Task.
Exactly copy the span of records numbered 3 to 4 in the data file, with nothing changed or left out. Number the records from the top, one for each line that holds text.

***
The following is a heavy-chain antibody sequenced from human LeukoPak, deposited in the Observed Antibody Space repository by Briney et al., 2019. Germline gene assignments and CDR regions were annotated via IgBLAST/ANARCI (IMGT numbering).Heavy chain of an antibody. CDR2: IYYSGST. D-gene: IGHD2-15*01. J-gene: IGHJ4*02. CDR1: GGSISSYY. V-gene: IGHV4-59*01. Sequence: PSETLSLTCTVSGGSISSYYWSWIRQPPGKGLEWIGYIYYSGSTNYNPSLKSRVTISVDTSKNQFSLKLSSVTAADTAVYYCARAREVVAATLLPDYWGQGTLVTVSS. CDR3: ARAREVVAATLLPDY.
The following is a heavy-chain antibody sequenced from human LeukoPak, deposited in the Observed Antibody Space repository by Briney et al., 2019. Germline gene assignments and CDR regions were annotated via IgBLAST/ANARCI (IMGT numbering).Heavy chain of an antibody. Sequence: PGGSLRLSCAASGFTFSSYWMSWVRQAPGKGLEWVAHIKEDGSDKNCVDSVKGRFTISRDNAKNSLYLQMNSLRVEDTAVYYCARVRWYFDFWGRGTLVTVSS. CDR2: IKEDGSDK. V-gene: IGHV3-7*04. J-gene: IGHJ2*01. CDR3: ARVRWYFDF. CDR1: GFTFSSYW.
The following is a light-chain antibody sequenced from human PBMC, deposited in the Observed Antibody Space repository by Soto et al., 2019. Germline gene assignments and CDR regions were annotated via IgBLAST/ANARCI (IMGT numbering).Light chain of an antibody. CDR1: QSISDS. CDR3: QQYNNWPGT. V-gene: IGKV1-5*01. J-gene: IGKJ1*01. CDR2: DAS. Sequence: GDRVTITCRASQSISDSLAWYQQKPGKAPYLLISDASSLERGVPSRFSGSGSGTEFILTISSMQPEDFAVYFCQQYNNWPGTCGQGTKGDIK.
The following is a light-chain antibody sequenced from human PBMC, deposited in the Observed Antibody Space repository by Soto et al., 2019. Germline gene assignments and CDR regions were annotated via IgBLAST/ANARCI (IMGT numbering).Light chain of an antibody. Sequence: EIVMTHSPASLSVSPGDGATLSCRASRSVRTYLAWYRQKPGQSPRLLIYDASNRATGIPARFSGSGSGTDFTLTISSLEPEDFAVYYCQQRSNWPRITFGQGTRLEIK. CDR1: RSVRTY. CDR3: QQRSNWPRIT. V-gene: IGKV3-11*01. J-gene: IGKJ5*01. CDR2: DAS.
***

The following is a light-chain antibody sequenced from human PBMC, deposited in the Observed Antibody Space repository by Soto et al., 2019. Germline gene assignments and CDR regions were annotated via IgBLAST/ANARCI (IMGT numbering).Light chain of an antibody. CDR1: QSISDS. CDR3: QQYNNWPGT. V-gene: IGKV1-5*01. J-gene: IGKJ1*01. CDR2: DAS. Sequence: GDRVTITCRASQSISDSLAWYQQKPGKAPYLLISDASSLERGVPSRFSGSGSGTEFILTISSMQPEDFAVYFCQQYNNWPGTCGQGTKGDIK.
The following is a light-chain antibody sequenced from human PBMC, deposited in the Observed Antibody Space repository by Soto et al., 2019. Germline gene assignments and CDR regions were annotated via IgBLAST/ANARCI (IMGT numbering).Light chain of an antibody. Sequence: EIVMTHSPASLSVSPGDGATLSCRASRSVRTYLAWYRQKPGQSPRLLIYDASNRATGIPARFSGSGSGTDFTLTISSLEPEDFAVYYCQQRSNWPRITFGQGTRLEIK. CDR1: RSVRTY. CDR3: QQRSNWPRIT. V-gene: IGKV3-11*01. J-gene: IGKJ5*01. CDR2: DAS.